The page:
In the UK, conclusions of five years of field research in the UK show that the greenhouse gas (GHG) emissions produced by the UK’s arable sector are significantly lower than previously thought. The report is positive news for the UK’s renewable fuels industry and for the national effort to meet GHG emissions reductions targets.
Previous estimates have overstated the greenhouse gases emitted from growing arable crops in the UK by about 15 percent. This means that renewable fuels produced from UK feed wheat and sugar beet actually have an even lower carbon footprint compared to fossil diesel and petrol.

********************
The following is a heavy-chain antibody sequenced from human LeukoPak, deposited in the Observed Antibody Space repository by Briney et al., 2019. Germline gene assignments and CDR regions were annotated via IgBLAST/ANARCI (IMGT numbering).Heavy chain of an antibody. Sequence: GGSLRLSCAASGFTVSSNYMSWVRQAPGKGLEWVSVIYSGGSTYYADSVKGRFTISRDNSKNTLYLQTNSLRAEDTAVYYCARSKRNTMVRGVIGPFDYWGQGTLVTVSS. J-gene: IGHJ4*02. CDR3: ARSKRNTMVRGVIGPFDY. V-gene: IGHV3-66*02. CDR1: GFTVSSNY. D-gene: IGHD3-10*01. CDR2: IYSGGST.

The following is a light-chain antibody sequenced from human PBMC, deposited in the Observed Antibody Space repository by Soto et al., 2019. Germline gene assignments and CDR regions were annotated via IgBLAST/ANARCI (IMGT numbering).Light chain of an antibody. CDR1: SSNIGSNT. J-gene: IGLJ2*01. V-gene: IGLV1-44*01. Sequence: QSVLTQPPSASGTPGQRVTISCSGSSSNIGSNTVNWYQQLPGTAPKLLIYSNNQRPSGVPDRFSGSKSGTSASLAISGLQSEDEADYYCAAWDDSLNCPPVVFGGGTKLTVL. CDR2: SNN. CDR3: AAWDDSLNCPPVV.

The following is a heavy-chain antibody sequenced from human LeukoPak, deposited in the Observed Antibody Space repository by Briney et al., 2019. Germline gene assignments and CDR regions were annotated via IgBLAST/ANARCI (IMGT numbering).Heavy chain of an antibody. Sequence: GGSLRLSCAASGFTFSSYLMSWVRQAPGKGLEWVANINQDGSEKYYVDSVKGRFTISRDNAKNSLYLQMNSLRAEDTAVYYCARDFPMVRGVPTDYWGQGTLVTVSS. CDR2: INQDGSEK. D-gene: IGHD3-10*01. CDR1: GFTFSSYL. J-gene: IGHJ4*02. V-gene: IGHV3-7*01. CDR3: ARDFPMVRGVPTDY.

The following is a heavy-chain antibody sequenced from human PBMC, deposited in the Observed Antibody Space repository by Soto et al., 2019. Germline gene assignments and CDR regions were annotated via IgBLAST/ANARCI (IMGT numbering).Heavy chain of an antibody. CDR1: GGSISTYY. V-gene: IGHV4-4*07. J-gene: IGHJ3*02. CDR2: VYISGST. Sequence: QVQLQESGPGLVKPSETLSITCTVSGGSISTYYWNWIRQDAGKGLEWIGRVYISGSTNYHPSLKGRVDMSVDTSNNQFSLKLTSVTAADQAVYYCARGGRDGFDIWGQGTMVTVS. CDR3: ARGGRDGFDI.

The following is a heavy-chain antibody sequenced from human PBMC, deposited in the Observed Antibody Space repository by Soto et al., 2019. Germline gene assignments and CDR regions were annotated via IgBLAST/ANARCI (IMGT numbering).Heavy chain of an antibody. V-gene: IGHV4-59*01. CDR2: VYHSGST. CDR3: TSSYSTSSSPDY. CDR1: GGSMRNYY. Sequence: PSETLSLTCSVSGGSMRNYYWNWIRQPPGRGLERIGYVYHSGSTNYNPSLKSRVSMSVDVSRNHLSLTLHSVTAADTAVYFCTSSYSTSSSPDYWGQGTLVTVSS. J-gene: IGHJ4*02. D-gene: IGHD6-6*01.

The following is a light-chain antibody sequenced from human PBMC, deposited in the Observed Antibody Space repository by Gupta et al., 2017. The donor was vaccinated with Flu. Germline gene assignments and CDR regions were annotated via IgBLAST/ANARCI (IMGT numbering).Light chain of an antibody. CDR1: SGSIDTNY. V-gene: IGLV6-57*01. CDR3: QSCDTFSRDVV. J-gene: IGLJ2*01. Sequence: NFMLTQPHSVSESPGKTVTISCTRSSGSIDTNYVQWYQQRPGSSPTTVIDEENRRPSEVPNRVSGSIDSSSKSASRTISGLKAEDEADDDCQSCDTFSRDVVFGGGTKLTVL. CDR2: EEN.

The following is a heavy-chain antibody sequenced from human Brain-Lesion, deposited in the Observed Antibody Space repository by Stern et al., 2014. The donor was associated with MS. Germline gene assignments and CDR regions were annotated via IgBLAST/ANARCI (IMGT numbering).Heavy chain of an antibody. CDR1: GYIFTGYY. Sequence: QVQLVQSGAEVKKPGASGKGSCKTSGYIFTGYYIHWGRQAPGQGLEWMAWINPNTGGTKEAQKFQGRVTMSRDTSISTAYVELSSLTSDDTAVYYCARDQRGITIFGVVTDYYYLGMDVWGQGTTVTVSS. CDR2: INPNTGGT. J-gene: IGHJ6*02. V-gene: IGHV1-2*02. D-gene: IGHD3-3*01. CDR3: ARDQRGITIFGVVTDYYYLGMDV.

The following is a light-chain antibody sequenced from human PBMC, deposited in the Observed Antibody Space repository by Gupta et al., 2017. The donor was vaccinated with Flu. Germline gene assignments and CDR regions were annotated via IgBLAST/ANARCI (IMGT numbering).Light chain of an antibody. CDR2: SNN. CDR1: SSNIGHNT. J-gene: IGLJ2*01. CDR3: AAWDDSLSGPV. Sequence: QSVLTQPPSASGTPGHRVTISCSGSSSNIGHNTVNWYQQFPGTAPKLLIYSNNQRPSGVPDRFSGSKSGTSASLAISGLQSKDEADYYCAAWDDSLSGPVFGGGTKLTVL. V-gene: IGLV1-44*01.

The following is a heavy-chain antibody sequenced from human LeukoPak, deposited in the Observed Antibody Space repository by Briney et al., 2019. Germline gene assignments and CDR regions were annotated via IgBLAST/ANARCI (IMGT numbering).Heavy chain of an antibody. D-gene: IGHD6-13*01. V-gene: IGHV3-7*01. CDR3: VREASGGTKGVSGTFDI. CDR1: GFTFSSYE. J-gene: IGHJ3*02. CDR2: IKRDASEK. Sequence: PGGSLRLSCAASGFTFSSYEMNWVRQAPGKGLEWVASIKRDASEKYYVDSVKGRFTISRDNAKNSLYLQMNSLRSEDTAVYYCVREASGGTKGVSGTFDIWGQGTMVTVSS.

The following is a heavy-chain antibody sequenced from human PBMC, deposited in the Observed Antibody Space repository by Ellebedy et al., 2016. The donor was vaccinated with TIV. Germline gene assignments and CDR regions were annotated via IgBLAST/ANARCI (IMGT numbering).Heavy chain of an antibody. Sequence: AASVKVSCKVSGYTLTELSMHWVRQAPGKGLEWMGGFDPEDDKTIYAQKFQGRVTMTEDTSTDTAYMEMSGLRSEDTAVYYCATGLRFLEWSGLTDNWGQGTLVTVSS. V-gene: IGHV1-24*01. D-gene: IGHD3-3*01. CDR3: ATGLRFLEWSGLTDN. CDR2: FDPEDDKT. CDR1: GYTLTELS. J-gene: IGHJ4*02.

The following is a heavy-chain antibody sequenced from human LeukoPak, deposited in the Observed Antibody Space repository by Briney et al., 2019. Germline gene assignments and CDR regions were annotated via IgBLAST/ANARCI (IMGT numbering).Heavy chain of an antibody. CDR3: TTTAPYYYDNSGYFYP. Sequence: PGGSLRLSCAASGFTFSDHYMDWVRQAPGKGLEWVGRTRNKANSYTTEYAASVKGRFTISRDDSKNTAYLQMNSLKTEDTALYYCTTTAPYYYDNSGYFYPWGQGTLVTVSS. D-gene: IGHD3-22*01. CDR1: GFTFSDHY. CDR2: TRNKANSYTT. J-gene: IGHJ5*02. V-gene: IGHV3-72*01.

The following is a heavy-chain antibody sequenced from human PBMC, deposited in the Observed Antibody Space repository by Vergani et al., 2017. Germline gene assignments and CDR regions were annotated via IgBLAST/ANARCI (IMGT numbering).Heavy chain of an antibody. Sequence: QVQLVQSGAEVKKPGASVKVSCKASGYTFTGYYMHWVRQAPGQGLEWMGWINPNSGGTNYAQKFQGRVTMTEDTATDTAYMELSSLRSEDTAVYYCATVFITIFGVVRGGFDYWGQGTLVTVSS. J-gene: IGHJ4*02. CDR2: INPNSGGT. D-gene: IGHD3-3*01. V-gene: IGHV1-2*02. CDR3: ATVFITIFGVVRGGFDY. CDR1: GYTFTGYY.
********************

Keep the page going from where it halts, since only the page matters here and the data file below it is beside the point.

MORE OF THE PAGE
The revelations provided by the Minimising Nitrous Oxide (MIN-NO) report are a welcome boost for the UK’s renewable fuels industry and the nation’s arable farmers. The study, published on the website of the AHDB (Agriculture and Horticulture Development Board) after five years of intensive field research, was a collaborative project between 23 organizations, including the Department for Food and Rural Affairs, the Renewable Energy Association (REA), the NFU and AHDB, Vivergo Fuels Ltd., and British Sugar.